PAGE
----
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Research-informed practice: A framework

Written By: Gary Jones and Deborah Netolicky
1 min read
What’s the idea?

Research-informed practice is about trying to make beneficial changes to your teaching, and trying to stop or avoid changes that might be harmful or ineffective – all guided by research evidence of what works (Kvernbekk, 2016).

What does it mean?

Barends et al. (2014) provide a comprehensive definition of research-informed practice. They say it ‘is about making decisions through the conscientious, explicit and judicious use of the best available evidence from multiple sources to increase the likelihood of a favourable outcome.’ (p. 2)

They suggest that there are six steps to this process that we have adapted for you:

  1. Asking – break down your issue into a well-formulated and answerable question
  2. Acquiring – devise a search strategy to look for the relevant research evidence
  3. Appraising – critically evaluate the quality, trustworthiness and relevance of the research evidence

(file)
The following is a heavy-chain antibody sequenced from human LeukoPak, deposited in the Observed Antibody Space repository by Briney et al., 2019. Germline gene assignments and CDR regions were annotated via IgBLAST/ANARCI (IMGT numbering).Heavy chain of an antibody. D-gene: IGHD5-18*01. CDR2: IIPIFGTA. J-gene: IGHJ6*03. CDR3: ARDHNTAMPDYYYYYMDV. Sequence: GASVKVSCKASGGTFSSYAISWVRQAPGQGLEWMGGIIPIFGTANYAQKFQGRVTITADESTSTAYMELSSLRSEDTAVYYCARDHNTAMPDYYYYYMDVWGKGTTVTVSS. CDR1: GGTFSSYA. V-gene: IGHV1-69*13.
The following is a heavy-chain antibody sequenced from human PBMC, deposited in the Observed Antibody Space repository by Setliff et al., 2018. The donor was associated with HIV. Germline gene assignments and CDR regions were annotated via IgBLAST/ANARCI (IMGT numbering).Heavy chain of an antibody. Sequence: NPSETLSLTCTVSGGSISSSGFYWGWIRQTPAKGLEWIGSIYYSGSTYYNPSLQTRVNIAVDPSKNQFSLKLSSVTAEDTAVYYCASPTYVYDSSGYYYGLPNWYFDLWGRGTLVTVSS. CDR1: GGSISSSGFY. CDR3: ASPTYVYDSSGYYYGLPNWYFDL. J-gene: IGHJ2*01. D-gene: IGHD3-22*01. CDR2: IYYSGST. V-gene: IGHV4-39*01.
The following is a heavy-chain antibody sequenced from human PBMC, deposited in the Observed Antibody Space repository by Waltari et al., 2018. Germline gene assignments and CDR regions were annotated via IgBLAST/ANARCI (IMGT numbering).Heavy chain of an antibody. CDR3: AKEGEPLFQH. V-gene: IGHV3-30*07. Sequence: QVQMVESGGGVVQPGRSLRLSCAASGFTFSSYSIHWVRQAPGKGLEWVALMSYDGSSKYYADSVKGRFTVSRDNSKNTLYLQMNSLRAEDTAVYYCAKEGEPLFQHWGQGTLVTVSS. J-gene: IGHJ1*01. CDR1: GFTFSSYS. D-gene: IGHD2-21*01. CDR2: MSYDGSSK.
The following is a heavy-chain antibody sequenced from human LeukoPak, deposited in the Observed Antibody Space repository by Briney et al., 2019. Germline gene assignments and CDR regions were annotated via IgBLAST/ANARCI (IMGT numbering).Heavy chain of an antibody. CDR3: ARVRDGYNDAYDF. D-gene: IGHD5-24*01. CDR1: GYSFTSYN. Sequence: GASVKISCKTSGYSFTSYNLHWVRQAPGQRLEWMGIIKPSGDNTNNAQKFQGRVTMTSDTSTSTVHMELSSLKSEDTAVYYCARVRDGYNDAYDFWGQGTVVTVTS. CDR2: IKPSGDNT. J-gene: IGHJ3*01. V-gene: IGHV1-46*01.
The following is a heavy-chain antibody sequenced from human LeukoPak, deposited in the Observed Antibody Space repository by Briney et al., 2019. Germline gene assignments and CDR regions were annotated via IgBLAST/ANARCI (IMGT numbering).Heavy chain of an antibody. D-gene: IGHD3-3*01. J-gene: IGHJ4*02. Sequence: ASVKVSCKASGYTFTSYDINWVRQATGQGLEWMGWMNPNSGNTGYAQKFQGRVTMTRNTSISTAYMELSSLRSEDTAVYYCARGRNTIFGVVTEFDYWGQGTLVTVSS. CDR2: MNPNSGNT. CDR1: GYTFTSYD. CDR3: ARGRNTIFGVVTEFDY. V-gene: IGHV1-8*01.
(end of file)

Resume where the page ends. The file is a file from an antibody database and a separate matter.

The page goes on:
4. Aggregating – pull together various sources of research evidence
  5. Applying – using the best available research evidence when making a decision and act upon it
  6. Assessing – evaluate both the impact of your decision and how well you did as a research-informed practitioner (adapted from Barends et al., 2014, p. 2).

Points to remember

  • Scientific research is not the only source of evidence. You should also look at school or organisational data, your own expertise and stakeholder views
  • Qualitative and quantitative research are equally valuable
  • Evidence does not give you the answer. You must use your professional judgment and knowledge of your own context to make decisions
  • There is no certainty in evidence-informed practice – it only increases your likelihood of getting favourable outcomes for pupils.

What are the implications for teachers?

Evidence-informed practice can help you increase your chances of:

  • Introducing or continuing more effective teaching and learning strategies
  • Stopping or avoiding strategies that are ineffective or do more harm than good
  • Making effective use of your time
  • Developing your own professional skills and expertise.

Want to know more?

  • Barends E, Rousseau D and Briner R (2014) Evidence-Based Management: The Basic Principles. Amsterdam: Center for Evidence-Based Management.
  • Jones G (2018) Evidence-Based School Leadership and Management: A Practical Guide. London: SAGE.
  • Kvernbekk T (2016) Evidence-Based Practice in Education: Functions of Evidence and Causal Presuppositions. London: Routledge.

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